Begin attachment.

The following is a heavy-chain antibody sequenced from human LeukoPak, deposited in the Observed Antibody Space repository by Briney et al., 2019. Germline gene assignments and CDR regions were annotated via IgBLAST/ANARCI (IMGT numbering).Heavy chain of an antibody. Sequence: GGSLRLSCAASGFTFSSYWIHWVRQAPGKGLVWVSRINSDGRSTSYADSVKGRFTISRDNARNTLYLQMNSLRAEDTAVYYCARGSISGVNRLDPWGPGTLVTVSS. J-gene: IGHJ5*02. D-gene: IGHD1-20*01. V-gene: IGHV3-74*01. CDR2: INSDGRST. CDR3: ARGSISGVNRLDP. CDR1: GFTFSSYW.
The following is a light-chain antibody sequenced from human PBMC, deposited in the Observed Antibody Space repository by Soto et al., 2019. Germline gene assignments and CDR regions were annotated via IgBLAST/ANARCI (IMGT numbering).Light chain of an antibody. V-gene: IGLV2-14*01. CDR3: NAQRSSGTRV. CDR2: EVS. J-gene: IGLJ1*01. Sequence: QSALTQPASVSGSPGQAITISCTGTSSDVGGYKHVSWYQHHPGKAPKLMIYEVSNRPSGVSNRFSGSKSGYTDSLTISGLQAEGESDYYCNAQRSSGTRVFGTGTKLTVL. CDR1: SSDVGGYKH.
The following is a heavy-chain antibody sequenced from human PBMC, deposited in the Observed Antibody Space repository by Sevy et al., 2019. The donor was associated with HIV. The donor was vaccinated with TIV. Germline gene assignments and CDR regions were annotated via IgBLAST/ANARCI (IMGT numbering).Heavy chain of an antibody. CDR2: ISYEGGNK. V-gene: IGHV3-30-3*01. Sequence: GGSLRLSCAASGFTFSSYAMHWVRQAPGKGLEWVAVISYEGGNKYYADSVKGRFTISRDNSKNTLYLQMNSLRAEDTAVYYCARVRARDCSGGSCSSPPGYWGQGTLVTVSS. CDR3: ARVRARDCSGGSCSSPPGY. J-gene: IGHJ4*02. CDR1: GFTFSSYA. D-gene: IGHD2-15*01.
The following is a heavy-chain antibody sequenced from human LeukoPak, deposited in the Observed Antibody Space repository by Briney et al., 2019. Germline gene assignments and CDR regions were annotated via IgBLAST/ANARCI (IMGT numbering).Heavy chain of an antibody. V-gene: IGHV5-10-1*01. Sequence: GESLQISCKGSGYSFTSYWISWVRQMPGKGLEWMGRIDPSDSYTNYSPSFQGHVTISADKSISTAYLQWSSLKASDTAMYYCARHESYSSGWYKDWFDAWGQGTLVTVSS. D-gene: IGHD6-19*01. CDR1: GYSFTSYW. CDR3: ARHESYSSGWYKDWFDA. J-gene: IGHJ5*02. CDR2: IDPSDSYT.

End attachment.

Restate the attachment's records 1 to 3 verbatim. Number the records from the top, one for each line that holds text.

The following is a heavy-chain antibody sequenced from human LeukoPak, deposited in the Observed Antibody Space repository by Briney et al., 2019. Germline gene assignments and CDR regions were annotated via IgBLAST/ANARCI (IMGT numbering).Heavy chain of an antibody. Sequence: GGSLRLSCAASGFTFSSYWIHWVRQAPGKGLVWVSRINSDGRSTSYADSVKGRFTISRDNARNTLYLQMNSLRAEDTAVYYCARGSISGVNRLDPWGPGTLVTVSS. J-gene: IGHJ5*02. D-gene: IGHD1-20*01. V-gene: IGHV3-74*01. CDR2: INSDGRST. CDR3: ARGSISGVNRLDP. CDR1: GFTFSSYW.
The following is a light-chain antibody sequenced from human PBMC, deposited in the Observed Antibody Space repository by Soto et al., 2019. Germline gene assignments and CDR regions were annotated via IgBLAST/ANARCI (IMGT numbering).Light chain of an antibody. V-gene: IGLV2-14*01. CDR3: NAQRSSGTRV. CDR2: EVS. J-gene: IGLJ1*01. Sequence: QSALTQPASVSGSPGQAITISCTGTSSDVGGYKHVSWYQHHPGKAPKLMIYEVSNRPSGVSNRFSGSKSGYTDSLTISGLQAEGESDYYCNAQRSSGTRVFGTGTKLTVL. CDR1: SSDVGGYKH.
The following is a heavy-chain antibody sequenced from human PBMC, deposited in the Observed Antibody Space repository by Sevy et al., 2019. The donor was associated with HIV. The donor was vaccinated with TIV. Germline gene assignments and CDR regions were annotated via IgBLAST/ANARCI (IMGT numbering).Heavy chain of an antibody. CDR2: ISYEGGNK. V-gene: IGHV3-30-3*01. Sequence: GGSLRLSCAASGFTFSSYAMHWVRQAPGKGLEWVAVISYEGGNKYYADSVKGRFTISRDNSKNTLYLQMNSLRAEDTAVYYCARVRARDCSGGSCSSPPGYWGQGTLVTVSS. CDR3: ARVRARDCSGGSCSSPPGY. J-gene: IGHJ4*02. CDR1: GFTFSSYA. D-gene: IGHD2-15*01.